Most of us must have come across philatelists (who collects postage stamps as a hobby), numismatists (coins and papermoney collectors) and deltiologists (post card collectors). Well, I am a phillumenist. Phillumeny refers to the hobby of collecting matchbox labels. It is not half as popular as stamp and coin collecting. My collection of matchbox labels exceeds 8,000 on various themes.
Matchboxes were an integral part of every household before the advent of lighters, though they still hold pride of place in rural kitchens, places of worship and in a man’s pocket to light a cigarette or beedi.
The production of handmade matchboxes was started in 1923 in Tamil Nadu at Sivakasi, then at Sattur in 1924 and later in 1932 in Kovilpatti. The first matchboxes in India were made in 1912 in Kolkata by Japanese traders, but today Sivakasi is the largest producer in India.
Matchbox labels are an expression of popular art or they commemorate events that go down in history. Panjah and Janata labels carry the sentiments of the Congress and Janata parties. Portraits of royalty, freedom fighters and even replica of Raja Ravi Varma’s paintings have featured in the labels.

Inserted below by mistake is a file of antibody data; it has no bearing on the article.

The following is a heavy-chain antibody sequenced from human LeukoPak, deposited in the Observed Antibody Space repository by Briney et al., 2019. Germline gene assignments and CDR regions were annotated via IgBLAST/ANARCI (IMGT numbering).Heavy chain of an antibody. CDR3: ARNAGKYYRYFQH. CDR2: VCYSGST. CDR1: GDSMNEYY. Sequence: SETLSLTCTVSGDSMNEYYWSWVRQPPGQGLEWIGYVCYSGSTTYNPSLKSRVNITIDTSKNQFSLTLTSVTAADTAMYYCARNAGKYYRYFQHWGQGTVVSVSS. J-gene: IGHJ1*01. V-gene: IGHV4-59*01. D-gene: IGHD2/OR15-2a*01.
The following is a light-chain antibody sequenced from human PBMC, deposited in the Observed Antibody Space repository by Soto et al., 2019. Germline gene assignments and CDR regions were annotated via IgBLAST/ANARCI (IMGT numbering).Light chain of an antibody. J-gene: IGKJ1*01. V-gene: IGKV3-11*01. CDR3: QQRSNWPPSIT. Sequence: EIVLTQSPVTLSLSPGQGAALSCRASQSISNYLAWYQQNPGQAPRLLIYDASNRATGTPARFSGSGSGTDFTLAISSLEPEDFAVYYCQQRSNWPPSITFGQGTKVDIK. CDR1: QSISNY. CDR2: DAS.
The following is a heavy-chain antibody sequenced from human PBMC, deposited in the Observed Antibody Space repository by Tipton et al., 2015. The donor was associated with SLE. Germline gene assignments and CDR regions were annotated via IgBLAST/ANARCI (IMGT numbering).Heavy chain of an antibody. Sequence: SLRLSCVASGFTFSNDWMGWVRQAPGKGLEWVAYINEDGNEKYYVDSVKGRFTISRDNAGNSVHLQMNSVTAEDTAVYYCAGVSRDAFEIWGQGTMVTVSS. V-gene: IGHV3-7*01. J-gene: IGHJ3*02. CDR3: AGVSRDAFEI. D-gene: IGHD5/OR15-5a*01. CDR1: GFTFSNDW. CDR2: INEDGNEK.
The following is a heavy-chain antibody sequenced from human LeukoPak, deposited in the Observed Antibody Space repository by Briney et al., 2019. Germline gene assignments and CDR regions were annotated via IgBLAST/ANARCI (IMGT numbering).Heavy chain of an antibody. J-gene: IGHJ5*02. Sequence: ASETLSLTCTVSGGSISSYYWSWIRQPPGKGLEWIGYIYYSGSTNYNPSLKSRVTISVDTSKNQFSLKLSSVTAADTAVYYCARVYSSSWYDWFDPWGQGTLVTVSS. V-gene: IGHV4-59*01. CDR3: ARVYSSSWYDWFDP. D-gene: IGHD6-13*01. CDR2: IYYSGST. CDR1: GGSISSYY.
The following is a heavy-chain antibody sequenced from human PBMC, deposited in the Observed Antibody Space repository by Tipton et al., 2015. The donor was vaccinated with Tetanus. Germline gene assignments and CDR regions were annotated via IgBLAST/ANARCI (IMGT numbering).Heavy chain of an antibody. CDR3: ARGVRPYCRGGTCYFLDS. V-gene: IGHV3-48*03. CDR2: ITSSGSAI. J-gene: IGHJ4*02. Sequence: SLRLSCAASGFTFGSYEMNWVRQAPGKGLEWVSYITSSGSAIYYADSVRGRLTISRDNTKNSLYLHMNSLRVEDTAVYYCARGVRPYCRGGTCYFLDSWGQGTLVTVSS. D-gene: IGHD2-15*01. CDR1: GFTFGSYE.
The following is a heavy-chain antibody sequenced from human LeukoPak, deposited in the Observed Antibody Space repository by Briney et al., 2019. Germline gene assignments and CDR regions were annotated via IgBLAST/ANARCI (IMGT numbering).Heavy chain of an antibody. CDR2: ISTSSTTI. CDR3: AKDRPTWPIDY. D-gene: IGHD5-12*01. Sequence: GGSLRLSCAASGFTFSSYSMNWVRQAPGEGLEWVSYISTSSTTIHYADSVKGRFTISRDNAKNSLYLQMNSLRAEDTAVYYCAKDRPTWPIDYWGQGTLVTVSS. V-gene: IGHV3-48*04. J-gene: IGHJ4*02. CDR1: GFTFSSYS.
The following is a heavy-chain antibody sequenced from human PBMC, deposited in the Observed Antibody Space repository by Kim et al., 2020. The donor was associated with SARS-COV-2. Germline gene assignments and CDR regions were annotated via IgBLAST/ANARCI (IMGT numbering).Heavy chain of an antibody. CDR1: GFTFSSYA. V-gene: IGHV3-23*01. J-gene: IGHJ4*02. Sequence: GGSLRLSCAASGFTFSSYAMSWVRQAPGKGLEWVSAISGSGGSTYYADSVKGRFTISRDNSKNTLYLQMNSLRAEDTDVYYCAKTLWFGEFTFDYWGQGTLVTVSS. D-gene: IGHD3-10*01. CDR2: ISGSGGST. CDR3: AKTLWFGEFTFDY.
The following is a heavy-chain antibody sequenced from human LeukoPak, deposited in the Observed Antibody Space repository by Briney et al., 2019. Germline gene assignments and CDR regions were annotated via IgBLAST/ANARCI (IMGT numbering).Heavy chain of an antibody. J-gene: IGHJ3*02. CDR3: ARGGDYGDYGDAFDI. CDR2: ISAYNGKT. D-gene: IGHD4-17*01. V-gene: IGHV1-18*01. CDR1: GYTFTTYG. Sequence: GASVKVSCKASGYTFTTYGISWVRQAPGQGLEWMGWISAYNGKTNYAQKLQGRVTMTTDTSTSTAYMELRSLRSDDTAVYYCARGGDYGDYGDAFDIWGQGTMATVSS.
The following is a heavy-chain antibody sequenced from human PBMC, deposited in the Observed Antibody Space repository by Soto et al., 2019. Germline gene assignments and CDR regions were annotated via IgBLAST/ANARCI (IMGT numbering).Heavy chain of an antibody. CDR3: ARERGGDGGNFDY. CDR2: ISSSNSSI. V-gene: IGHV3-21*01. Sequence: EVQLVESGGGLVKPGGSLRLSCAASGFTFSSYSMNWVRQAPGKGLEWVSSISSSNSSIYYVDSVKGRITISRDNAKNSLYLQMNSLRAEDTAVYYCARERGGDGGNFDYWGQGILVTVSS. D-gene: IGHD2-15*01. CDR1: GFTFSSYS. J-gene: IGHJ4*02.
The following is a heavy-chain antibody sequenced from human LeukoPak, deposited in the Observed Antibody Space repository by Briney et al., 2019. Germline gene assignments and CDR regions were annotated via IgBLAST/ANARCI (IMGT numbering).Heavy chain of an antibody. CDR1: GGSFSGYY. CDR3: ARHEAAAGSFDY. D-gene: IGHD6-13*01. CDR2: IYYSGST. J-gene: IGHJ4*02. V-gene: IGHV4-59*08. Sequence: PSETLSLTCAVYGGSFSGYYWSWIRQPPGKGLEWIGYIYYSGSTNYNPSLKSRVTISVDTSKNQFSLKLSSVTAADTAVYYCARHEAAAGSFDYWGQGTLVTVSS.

At the end of the First World War labels printed in countries such as Japan, Sweden and Australia were pasted on the Indian matchboxes.
I started collecting matchbox labels as a schoolboy, continuing it for 30 years now. The hobby has often embarrassed and angered my family members as I would dig into garbage dumps or heaps of household waste hoping to find one more matchbox label to add to my impressive collection.
Much later, my family realised that I’m not alone; there are many more phillumenists world over who are crazy about this hobby. All those who scorned my habit of picking up matchboxes from garbage dumps, are now helping me with interesting labels that they come across.
I am planning to organise an exhibition of my collection soon to attract children and adults to this hobby. With better awareness the day is not far when many more phillumenists will emerge. Let the tribe thrive.
The writer is past president of Rotary Allahabad South, D 3120.